DocBook Conversions with XFC
DocBook XML is a popular way to create documents such as software manuals, reference guides, FAQs, technical articles and reports, and even non-technical books. On their own, DocBook XML files aren't all that useful to their intended audience. To make them useful, you have to convert those files to other formats such as HTML or PDF.
Converting DocBook XML documents into usable formats can be quite a labor-intensive task. First, you need the DocBook XSLT (Extensible Stylesheet Language Transformation) stylesheets, which tell the conversion software how to format the output. To do the dirty work of conversion, you also need an XSLT processor. If you plan to create output for printing, you'll also need an XSL-FO (Extensible Stylesheet Language - Formatting Objects) program.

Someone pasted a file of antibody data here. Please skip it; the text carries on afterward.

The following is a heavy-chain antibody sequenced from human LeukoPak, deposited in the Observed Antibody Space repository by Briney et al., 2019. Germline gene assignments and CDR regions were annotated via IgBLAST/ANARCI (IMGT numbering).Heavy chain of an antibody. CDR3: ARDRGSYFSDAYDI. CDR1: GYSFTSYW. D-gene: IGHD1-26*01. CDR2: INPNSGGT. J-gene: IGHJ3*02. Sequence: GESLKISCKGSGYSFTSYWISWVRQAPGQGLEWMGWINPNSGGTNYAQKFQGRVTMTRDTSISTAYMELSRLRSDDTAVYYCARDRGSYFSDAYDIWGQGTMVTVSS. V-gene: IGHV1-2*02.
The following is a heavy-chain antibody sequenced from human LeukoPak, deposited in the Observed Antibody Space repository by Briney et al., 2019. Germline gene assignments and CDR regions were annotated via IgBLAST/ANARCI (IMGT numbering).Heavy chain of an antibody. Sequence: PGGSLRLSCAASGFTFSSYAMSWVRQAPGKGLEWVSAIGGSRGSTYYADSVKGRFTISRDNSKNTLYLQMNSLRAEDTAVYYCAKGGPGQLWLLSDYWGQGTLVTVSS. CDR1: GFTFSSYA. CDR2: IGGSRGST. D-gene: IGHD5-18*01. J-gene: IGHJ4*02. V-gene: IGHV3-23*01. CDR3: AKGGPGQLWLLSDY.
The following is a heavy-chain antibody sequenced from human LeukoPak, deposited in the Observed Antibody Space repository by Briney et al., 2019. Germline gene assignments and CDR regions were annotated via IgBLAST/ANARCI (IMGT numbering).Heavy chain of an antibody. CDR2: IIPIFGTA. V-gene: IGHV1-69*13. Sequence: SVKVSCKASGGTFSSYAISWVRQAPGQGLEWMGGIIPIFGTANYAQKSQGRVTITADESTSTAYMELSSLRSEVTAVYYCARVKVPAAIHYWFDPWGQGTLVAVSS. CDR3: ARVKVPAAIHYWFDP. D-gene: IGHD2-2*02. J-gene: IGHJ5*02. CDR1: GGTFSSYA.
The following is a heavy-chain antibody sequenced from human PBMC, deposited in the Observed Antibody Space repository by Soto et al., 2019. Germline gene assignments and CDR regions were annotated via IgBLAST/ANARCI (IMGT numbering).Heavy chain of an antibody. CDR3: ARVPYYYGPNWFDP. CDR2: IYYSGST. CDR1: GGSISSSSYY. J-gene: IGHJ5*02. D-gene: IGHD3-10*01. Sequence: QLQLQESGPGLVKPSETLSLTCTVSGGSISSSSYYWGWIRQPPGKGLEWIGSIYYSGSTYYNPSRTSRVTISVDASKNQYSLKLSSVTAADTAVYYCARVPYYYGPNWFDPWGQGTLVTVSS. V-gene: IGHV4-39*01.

A number of XSLT and XSL-FO tools are available. Each tool has strengths as well as some noticeable weaknesses and drawbacks. The main problem with most processors is that they run from the command lineyou must type a lengthy command string to get them to work. To use the popular Saxon XSLT processor in Linux, for instance, you would type this string:
java com.icl.saxon.StyleSheet -o myDoc.html myDoc.xml /usr/local/db_xsl/docbook-xsl-1.60.1/html/docbook.xsl
Because not all documents are the same, you might also want to add DocBook parameters to command strings like the one above. The parameters control various aspects of the conversionpage size, fonts, and so on. Remembering and typing parameters for every kind of document that you want to convert can become tedious. Of course, you can encapsulate all of the commands and parameters for converting your DocBook files into one or more scripts or batch files, but the problem then becomes keeping track of all of those scripts or batch files.